Richard Riordan already sounded a lot like the incoming state education secretary more than two weeks before Governor-elect Arnold Schwarzenegger made it official. Speaking before an adoring audience in Highland Park last month, Riordan talked of a “God-given right to a quality education,” adding that “In Sacramento, we will work hard to make that happen.”
The occasion, one week after the recall election, was the formal christening of the Richard Riordan Primary Center. The event could have logically marked the former L.A. mayor’s honored exit from the education and political scene. After all, he’s in his 70s, recently survived a bout with cancer, got drubbed in last year’s Republican primary for governor and then saw voters toss two endorsed favorites from the L.A. school board. Besides, he likes biking in France, has a short attention span, doesn’t really take to working full-time, and doesn’t follow orders well.
So the phrase “He’s back” really should apply to Riordan, not Schwarzenegger, who never was “there” in politics in the first place.
As mayor of Los Angeles, Riordan had no official role or any jurisdiction over city schools. Though he donated millions of his own fortune to schools, he chafed at his inability in the Mayor’s Office to follow the lead of other big-city mayors in taking control. Yet he still put education at the top of his agenda and at the top of local newscasts with his hit-and-miss interventions in school-board races and school construction. Now, at last, Riordan has a top, official leadership job in education, though his influence will depend on making his agenda into Schwarzenegger’s.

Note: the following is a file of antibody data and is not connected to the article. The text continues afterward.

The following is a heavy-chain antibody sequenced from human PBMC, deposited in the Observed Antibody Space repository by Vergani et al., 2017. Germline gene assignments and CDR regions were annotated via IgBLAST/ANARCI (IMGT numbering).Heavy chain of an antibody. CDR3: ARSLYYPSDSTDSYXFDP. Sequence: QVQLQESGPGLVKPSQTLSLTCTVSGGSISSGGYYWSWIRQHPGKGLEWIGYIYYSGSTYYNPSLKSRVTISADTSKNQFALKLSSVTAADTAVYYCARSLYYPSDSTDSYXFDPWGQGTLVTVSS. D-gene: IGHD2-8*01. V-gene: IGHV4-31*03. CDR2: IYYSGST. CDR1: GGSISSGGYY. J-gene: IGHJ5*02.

The news can’t be any too reassuring for teachers unions. Outgoing Governor Davis enjoyed teachers-union support, and he, in turn, poured state dollars into education, much of which went into higher salaries for teachers. Schwarzenegger, in contrast, prevailed over union opposition. And Riordan, for his part, once led the charge to sack an L.A. school-board member on Election Day after she voted for a teachers’ salary raise that he considered one percentage point too high.
More recently, Riordan characterized the union’s successful campaign to defeat L.A. school-board president Caprice Young as “evil.” Young now heads a remade and newly energized statewide charter-schools organization. Riordan and Schwarzenegger both have expressed favor toward charter schools, so expect more resources and fewer restrictions. But Riordan also champions school accountability through test scores — not a strong suit of all charter schools. This accountability paradigm is directly in line with that of the Davis administration. Based on his experience, Riordan ought to prove both a devoted advocate and demanding taskmaster for ailing urban schools.
Riordan’s new job is an oddity in itself, an ad-hoc creation of Republican Governor Pete Wilson, who wanted his own education adviser, in part because the elected state schools superintendent — Democrat Bill Honig — had the temerity to believe that he was actually in charge of schools and education reform. The original position under Wilson was so part-time that the first education secretary, Maureen DiMarco, initially retained her simultaneous job as a school-board member in Orange County. The staffing, budget and scope of work have since expanded. After all, Gray Davis, too, wanted a direct surrogate on education issues, even if the elected schools chief still presides over the California Department of Education.
Schwarzenegger could have kept his pledge to run a leaner, cheaper government by entirely eliminating the post of education secretary — unless it’s the Department of Education bureaucracy that he really has in mind to trim. A few things seem certain: Riordan is likely to be the highest-profile education secretary ever, and without a doubt its most impatient. And he’s no one’s surrogate.